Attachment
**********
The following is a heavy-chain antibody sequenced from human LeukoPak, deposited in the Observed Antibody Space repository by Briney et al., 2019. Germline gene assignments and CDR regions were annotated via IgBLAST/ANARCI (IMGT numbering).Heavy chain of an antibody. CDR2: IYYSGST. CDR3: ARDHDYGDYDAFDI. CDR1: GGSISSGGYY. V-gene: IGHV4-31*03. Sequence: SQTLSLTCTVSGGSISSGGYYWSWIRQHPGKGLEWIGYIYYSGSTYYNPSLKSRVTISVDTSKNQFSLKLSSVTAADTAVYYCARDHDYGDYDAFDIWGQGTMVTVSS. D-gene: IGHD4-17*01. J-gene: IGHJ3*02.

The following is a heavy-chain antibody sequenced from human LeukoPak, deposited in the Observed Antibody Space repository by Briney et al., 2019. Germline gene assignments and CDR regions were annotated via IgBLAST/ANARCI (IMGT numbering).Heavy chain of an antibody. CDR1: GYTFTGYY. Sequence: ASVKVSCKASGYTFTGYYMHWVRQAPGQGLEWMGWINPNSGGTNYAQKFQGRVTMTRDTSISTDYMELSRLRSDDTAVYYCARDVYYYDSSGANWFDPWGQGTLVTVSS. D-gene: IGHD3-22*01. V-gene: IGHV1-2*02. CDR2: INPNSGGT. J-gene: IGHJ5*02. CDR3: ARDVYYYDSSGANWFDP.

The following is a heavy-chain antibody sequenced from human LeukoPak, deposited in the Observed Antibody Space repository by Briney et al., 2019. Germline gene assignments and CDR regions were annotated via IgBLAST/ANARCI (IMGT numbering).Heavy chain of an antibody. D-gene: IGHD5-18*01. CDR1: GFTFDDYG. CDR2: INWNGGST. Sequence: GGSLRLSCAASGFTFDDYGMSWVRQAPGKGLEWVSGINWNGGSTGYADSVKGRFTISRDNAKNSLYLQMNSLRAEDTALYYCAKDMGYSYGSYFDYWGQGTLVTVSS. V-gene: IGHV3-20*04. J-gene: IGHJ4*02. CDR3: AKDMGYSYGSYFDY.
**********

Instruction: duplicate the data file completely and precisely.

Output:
The following is a heavy-chain antibody sequenced from human LeukoPak, deposited in the Observed Antibody Space repository by Briney et al., 2019. Germline gene assignments and CDR regions were annotated via IgBLAST/ANARCI (IMGT numbering).Heavy chain of an antibody. CDR2: IYYSGST. CDR3: ARDHDYGDYDAFDI. CDR1: GGSISSGGYY. V-gene: IGHV4-31*03. Sequence: SQTLSLTCTVSGGSISSGGYYWSWIRQHPGKGLEWIGYIYYSGSTYYNPSLKSRVTISVDTSKNQFSLKLSSVTAADTAVYYCARDHDYGDYDAFDIWGQGTMVTVSS. D-gene: IGHD4-17*01. J-gene: IGHJ3*02.

The following is a heavy-chain antibody sequenced from human LeukoPak, deposited in the Observed Antibody Space repository by Briney et al., 2019. Germline gene assignments and CDR regions were annotated via IgBLAST/ANARCI (IMGT numbering).Heavy chain of an antibody. CDR1: GYTFTGYY. Sequence: ASVKVSCKASGYTFTGYYMHWVRQAPGQGLEWMGWINPNSGGTNYAQKFQGRVTMTRDTSISTDYMELSRLRSDDTAVYYCARDVYYYDSSGANWFDPWGQGTLVTVSS. D-gene: IGHD3-22*01. V-gene: IGHV1-2*02. CDR2: INPNSGGT. J-gene: IGHJ5*02. CDR3: ARDVYYYDSSGANWFDP.

The following is a heavy-chain antibody sequenced from human LeukoPak, deposited in the Observed Antibody Space repository by Briney et al., 2019. Germline gene assignments and CDR regions were annotated via IgBLAST/ANARCI (IMGT numbering).Heavy chain of an antibody. D-gene: IGHD5-18*01. CDR1: GFTFDDYG. CDR2: INWNGGST. Sequence: GGSLRLSCAASGFTFDDYGMSWVRQAPGKGLEWVSGINWNGGSTGYADSVKGRFTISRDNAKNSLYLQMNSLRAEDTALYYCAKDMGYSYGSYFDYWGQGTLVTVSS. V-gene: IGHV3-20*04. J-gene: IGHJ4*02. CDR3: AKDMGYSYGSYFDY.